Our hare, rabbit and wallaby is wild - shot on large stations by MPI-accredited hunters in the South Island. We will occasionally source rabbit from the North Island, although its availability is much less.
These free-ranging animals are living off our rich NZ flora, which makes them an incredibly nutritious food for cats and dogs. Wild rabbit and hare are a good source of omega-3 fatty acids - vital for controlling inflammation. They are packed full of vitamins and minerals, such as:
They really are the ultimate food for our pets! Cats in particular love rabbit and hare.
They are noxious pests. Rabbit and hare were introduced to New Zealand in the 1830s for food and sport. They bred prolifically (particularly rabbits) and have become an ecological disaster. Areas of vegetation grazed by rabbits have never recovered. A female can produce up to 45 offspring each year. They have had a major effect on sheep farming. Production losses and control measures probably cost the country over $100 million each year.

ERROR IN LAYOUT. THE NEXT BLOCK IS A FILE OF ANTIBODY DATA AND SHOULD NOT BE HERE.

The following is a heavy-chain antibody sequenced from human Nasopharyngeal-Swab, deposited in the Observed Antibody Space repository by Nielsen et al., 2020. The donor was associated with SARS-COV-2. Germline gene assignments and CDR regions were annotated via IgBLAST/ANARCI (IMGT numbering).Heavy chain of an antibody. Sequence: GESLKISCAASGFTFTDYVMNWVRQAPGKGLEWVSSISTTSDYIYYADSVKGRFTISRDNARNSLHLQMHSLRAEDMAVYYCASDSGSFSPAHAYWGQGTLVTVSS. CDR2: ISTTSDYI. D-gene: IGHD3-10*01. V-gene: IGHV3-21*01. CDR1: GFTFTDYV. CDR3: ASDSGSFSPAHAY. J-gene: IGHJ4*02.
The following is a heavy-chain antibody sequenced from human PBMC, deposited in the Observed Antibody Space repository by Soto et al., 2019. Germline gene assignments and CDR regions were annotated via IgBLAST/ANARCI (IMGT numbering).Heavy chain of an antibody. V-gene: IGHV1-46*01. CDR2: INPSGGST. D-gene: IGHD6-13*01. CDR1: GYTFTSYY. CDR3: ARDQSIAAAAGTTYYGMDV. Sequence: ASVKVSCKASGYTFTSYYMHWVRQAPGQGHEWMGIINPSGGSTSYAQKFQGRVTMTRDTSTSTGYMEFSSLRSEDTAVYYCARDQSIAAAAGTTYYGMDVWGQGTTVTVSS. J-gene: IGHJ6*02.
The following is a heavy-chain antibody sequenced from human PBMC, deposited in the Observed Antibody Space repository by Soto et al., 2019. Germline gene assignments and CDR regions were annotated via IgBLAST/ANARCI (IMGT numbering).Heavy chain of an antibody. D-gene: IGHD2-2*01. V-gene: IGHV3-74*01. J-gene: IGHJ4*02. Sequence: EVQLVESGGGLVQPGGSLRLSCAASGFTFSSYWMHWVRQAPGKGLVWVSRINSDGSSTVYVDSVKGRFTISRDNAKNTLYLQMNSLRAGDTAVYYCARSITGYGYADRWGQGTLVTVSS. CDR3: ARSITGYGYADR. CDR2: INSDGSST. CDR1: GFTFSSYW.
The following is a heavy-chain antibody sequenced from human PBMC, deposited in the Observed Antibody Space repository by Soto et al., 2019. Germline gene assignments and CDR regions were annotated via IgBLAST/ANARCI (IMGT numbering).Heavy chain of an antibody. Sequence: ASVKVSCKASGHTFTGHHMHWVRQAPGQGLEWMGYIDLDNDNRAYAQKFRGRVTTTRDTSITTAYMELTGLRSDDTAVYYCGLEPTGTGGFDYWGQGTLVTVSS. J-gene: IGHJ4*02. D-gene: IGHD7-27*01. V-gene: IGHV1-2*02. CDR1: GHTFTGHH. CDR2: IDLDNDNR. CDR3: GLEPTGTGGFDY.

The primary control measure is poison. The main secondary measure of control is regular shooting. The better the secondary control, the less need there is for poison.
We only use accredited hunters who work within a strict programme to ensure no overlap (temporally or geographically) with poison drops.
Our ability to source a constant supply of rabbit, hare and wallaby is affected by several factors:
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